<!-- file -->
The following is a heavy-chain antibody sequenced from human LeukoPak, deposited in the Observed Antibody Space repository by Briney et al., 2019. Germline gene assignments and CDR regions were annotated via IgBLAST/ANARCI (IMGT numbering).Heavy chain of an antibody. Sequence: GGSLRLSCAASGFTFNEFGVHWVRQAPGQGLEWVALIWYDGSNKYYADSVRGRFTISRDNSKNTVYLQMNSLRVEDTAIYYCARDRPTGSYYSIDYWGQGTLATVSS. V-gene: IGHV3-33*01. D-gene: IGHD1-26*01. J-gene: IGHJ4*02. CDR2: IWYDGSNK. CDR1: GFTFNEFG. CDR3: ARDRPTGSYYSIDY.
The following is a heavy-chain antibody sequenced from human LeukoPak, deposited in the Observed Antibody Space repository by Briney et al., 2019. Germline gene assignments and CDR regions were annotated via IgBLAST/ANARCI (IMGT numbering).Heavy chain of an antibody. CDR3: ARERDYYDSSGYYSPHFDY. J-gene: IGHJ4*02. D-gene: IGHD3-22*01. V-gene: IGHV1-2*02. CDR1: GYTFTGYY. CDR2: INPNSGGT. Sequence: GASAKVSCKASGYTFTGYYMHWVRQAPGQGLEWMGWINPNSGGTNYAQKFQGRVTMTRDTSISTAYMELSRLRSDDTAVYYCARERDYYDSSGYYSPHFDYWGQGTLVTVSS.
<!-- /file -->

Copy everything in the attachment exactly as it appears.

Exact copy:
The following is a heavy-chain antibody sequenced from human LeukoPak, deposited in the Observed Antibody Space repository by Briney et al., 2019. Germline gene assignments and CDR regions were annotated via IgBLAST/ANARCI (IMGT numbering).Heavy chain of an antibody. Sequence: GGSLRLSCAASGFTFNEFGVHWVRQAPGQGLEWVALIWYDGSNKYYADSVRGRFTISRDNSKNTVYLQMNSLRVEDTAIYYCARDRPTGSYYSIDYWGQGTLATVSS. V-gene: IGHV3-33*01. D-gene: IGHD1-26*01. J-gene: IGHJ4*02. CDR2: IWYDGSNK. CDR1: GFTFNEFG. CDR3: ARDRPTGSYYSIDY.
The following is a heavy-chain antibody sequenced from human LeukoPak, deposited in the Observed Antibody Space repository by Briney et al., 2019. Germline gene assignments and CDR regions were annotated via IgBLAST/ANARCI (IMGT numbering).Heavy chain of an antibody. CDR3: ARERDYYDSSGYYSPHFDY. J-gene: IGHJ4*02. D-gene: IGHD3-22*01. V-gene: IGHV1-2*02. CDR1: GYTFTGYY. CDR2: INPNSGGT. Sequence: GASAKVSCKASGYTFTGYYMHWVRQAPGQGLEWMGWINPNSGGTNYAQKFQGRVTMTRDTSISTAYMELSRLRSDDTAVYYCARERDYYDSSGYYSPHFDYWGQGTLVTVSS.